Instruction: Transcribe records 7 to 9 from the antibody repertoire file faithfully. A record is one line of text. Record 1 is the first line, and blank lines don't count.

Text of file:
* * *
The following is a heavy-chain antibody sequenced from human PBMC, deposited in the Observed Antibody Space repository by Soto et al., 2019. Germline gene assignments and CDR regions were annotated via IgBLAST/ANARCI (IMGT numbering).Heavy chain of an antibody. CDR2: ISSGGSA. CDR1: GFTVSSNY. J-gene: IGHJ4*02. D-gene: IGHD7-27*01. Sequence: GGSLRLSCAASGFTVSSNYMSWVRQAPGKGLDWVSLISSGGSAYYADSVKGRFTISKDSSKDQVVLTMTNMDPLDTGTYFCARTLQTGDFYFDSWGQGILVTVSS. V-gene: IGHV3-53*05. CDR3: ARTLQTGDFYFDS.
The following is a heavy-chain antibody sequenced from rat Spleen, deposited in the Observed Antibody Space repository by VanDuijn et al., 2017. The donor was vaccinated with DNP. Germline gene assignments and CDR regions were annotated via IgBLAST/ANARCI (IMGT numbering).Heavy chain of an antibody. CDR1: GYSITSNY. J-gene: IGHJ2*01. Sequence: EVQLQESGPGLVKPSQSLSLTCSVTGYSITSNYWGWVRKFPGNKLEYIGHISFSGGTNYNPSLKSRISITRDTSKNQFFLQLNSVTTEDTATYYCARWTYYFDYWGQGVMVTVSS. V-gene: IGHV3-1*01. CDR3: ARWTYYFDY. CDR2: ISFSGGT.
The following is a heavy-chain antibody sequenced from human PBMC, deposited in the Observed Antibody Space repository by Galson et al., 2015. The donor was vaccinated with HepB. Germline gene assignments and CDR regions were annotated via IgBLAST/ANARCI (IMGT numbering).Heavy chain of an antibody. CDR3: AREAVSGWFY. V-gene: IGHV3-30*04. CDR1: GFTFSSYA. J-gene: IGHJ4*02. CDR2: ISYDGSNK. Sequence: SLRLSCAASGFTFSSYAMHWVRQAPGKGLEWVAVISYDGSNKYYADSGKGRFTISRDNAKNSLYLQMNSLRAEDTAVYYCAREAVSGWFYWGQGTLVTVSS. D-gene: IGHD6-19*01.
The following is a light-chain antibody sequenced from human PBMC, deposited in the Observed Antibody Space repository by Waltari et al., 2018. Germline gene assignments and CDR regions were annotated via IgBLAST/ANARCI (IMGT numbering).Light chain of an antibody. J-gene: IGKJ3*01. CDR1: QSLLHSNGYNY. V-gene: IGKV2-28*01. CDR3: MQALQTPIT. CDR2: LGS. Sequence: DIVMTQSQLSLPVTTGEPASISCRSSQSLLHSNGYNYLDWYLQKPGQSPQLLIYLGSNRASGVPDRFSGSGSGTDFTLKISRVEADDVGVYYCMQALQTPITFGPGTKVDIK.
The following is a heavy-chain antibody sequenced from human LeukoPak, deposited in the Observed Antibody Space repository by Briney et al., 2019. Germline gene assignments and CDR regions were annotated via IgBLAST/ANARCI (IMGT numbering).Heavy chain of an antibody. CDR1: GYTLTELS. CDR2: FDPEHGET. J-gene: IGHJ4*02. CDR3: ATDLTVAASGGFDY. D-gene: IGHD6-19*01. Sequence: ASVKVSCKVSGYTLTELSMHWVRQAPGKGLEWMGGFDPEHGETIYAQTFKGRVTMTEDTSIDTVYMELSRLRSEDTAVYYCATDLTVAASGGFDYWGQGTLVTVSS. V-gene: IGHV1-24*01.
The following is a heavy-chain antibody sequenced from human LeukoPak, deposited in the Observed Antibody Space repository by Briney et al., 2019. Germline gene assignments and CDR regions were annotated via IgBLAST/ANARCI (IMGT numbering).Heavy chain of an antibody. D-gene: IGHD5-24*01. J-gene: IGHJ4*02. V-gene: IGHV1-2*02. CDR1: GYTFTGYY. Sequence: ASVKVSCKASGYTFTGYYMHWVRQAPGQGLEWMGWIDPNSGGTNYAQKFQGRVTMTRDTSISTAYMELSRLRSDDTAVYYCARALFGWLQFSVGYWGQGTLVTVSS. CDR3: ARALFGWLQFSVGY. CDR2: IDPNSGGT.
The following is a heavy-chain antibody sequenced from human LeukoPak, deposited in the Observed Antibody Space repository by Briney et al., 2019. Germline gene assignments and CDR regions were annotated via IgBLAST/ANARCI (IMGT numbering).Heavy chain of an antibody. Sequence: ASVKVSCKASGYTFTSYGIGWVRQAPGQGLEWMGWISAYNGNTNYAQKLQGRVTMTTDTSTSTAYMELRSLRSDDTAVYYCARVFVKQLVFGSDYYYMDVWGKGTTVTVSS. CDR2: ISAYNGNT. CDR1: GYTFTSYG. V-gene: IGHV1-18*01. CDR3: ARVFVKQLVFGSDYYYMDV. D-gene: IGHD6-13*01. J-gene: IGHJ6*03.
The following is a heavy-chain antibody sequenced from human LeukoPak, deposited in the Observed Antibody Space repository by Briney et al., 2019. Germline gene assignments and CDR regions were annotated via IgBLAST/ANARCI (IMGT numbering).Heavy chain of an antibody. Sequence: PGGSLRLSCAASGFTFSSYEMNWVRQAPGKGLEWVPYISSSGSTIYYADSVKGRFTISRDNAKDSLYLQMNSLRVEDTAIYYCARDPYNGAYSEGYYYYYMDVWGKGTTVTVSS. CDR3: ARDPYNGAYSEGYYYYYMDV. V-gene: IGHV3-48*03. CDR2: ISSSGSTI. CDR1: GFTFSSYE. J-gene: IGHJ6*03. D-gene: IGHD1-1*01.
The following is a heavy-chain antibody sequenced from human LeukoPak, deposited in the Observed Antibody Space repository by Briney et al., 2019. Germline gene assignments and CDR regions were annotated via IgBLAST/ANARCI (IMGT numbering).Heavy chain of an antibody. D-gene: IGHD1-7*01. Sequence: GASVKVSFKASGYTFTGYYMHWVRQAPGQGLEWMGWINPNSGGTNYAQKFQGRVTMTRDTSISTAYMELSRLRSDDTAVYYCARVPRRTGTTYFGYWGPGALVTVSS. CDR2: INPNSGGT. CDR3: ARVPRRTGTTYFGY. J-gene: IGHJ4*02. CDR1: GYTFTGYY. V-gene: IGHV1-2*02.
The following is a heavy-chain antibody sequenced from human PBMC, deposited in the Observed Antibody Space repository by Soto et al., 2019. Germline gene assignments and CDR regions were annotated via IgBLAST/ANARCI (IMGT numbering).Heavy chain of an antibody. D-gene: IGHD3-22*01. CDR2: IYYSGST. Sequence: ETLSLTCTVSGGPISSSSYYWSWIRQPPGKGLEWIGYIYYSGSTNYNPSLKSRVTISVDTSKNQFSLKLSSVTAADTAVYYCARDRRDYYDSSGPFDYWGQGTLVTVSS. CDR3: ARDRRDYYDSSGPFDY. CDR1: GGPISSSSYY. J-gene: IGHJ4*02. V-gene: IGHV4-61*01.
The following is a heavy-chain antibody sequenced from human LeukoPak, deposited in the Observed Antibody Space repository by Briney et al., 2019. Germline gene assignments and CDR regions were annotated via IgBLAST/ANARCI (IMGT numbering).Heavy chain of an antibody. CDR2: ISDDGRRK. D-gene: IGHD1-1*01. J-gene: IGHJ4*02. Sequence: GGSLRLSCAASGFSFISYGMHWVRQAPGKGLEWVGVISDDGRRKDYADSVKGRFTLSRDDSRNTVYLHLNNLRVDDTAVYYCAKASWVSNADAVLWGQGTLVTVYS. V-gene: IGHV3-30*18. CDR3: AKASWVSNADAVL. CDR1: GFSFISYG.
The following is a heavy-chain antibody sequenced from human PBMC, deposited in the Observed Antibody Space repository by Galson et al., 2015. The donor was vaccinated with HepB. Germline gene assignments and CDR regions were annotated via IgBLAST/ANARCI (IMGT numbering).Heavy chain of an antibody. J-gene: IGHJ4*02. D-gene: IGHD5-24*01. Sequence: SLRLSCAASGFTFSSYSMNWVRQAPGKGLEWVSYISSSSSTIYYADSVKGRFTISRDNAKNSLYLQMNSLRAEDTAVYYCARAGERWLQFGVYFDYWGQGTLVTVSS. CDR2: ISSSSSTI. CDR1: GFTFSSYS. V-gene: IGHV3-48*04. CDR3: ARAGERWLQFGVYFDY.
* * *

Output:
The following is a heavy-chain antibody sequenced from human LeukoPak, deposited in the Observed Antibody Space repository by Briney et al., 2019. Germline gene assignments and CDR regions were annotated via IgBLAST/ANARCI (IMGT numbering).Heavy chain of an antibody. Sequence: ASVKVSCKASGYTFTSYGIGWVRQAPGQGLEWMGWISAYNGNTNYAQKLQGRVTMTTDTSTSTAYMELRSLRSDDTAVYYCARVFVKQLVFGSDYYYMDVWGKGTTVTVSS. CDR2: ISAYNGNT. CDR1: GYTFTSYG. V-gene: IGHV1-18*01. CDR3: ARVFVKQLVFGSDYYYMDV. D-gene: IGHD6-13*01. J-gene: IGHJ6*03.
The following is a heavy-chain antibody sequenced from human LeukoPak, deposited in the Observed Antibody Space repository by Briney et al., 2019. Germline gene assignments and CDR regions were annotated via IgBLAST/ANARCI (IMGT numbering).Heavy chain of an antibody. Sequence: PGGSLRLSCAASGFTFSSYEMNWVRQAPGKGLEWVPYISSSGSTIYYADSVKGRFTISRDNAKDSLYLQMNSLRVEDTAIYYCARDPYNGAYSEGYYYYYMDVWGKGTTVTVSS. CDR3: ARDPYNGAYSEGYYYYYMDV. V-gene: IGHV3-48*03. CDR2: ISSSGSTI. CDR1: GFTFSSYE. J-gene: IGHJ6*03. D-gene: IGHD1-1*01.
The following is a heavy-chain antibody sequenced from human LeukoPak, deposited in the Observed Antibody Space repository by Briney et al., 2019. Germline gene assignments and CDR regions were annotated via IgBLAST/ANARCI (IMGT numbering).Heavy chain of an antibody. D-gene: IGHD1-7*01. Sequence: GASVKVSFKASGYTFTGYYMHWVRQAPGQGLEWMGWINPNSGGTNYAQKFQGRVTMTRDTSISTAYMELSRLRSDDTAVYYCARVPRRTGTTYFGYWGPGALVTVSS. CDR2: INPNSGGT. CDR3: ARVPRRTGTTYFGY. J-gene: IGHJ4*02. CDR1: GYTFTGYY. V-gene: IGHV1-2*02.